Becoming a third-party seller isn’t the only way to make money on Amazon.
What if I told you there’s a way to get rid of the bulk of your seller admin and focus solely on helping a single customer who will sell your products for you?
Well, that’s what you can expect from Amazon’s Vendor Central.
We’ll take a deep dive into the platform and discuss:
What is Vendor Central, and how to get an invite.
The main differences between Seller Central and Vendor Central.
The benefits and disadvantages of becoming a vendor.
How to measure your success on the platform and more.
Let’s get started!
What Is Amazon Vendor Central?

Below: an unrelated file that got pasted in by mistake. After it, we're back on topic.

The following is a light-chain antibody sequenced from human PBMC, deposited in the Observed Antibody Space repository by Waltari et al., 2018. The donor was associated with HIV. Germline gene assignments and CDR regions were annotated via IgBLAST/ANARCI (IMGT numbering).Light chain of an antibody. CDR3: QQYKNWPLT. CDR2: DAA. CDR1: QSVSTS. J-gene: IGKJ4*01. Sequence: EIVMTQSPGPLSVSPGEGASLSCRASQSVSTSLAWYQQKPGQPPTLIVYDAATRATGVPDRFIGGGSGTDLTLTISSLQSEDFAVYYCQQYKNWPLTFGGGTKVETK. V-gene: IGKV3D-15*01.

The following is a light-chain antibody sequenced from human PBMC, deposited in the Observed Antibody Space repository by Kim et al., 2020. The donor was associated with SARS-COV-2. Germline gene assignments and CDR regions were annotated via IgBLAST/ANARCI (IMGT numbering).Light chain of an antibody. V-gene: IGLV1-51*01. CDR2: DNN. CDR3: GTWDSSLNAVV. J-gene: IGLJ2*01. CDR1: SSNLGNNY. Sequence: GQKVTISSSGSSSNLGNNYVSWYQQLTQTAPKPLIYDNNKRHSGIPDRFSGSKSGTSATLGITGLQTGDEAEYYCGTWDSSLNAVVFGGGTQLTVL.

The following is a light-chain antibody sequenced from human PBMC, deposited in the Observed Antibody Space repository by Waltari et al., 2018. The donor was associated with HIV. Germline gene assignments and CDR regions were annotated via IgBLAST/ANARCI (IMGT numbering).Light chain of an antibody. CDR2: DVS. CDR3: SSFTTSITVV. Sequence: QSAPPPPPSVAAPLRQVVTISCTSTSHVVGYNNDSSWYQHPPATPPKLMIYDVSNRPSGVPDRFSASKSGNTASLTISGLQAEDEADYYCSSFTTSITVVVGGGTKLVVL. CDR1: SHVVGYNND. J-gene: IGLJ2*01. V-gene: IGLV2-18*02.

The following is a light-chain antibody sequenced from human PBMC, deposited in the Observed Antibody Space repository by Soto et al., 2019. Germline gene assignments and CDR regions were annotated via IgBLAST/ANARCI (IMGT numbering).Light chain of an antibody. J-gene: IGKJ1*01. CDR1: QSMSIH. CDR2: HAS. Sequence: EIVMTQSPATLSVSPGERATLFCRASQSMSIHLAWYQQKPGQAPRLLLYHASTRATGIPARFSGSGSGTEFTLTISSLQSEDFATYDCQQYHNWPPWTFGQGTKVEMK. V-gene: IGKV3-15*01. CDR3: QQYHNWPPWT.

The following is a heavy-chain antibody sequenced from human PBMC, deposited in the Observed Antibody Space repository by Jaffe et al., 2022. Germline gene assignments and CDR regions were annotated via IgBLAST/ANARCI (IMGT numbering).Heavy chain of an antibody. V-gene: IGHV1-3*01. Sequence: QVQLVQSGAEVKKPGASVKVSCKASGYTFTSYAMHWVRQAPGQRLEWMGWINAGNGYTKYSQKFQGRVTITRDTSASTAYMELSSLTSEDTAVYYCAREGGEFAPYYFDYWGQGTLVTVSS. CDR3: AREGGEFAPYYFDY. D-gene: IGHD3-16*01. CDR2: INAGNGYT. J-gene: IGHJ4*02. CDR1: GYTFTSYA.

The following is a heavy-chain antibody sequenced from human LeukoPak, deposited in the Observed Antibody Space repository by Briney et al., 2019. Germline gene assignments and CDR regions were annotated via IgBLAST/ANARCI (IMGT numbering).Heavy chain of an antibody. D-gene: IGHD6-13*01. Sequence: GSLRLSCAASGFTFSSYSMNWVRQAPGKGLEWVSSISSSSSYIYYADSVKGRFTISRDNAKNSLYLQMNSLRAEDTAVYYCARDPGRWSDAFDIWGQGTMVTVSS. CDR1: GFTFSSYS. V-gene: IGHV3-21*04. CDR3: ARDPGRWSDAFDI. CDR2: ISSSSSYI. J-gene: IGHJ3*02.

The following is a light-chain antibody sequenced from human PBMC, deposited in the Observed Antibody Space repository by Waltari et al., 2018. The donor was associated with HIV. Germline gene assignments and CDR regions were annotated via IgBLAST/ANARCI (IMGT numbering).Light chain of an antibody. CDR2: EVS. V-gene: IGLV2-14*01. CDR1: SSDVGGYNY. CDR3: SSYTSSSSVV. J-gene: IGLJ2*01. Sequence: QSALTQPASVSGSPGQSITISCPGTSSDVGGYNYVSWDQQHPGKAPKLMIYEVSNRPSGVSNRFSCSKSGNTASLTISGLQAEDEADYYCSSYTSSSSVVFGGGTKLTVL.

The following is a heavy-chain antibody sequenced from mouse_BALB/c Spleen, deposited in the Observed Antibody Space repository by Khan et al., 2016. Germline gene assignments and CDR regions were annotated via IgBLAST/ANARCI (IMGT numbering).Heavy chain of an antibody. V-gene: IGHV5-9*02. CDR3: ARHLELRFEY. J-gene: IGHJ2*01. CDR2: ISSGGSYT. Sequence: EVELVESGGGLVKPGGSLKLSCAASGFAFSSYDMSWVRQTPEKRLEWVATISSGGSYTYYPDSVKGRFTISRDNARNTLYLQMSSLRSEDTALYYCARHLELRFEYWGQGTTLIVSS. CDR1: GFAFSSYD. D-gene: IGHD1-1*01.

Vendor Central is an invite-only platform where you can sell directly to Amazon as a supplier. It’s similar to Seller Central, where vendors can manage their purchase orders and product data from one central hub.
If you get an invite and sign up, the process works like this:
Amazon will place a purchase order with you.
You’ll send the stock.
Amazon pays you and is responsible for selling the items.
It’s a good option for businesses who don’t want to deal with selling directly to customers. However, the platform does have its challenges that you’ll need to consider when seeing if Vendor Central is a good fit.
Amazon Vendor Central vs. Seller Center
The main difference between Amazon’s Vendor and Seller Central platforms is: who is selling the product.
With Vendor Central, you are selling to Amazon directly, and they are reselling your goods.
With Seller Central, you sell directly to Amazon users.
Here is a more detailed comparison between the two accounts:
you sell directly to Amazon
Amazon controls the price of items
fixed logistical options
more advertising options
anyone can sign up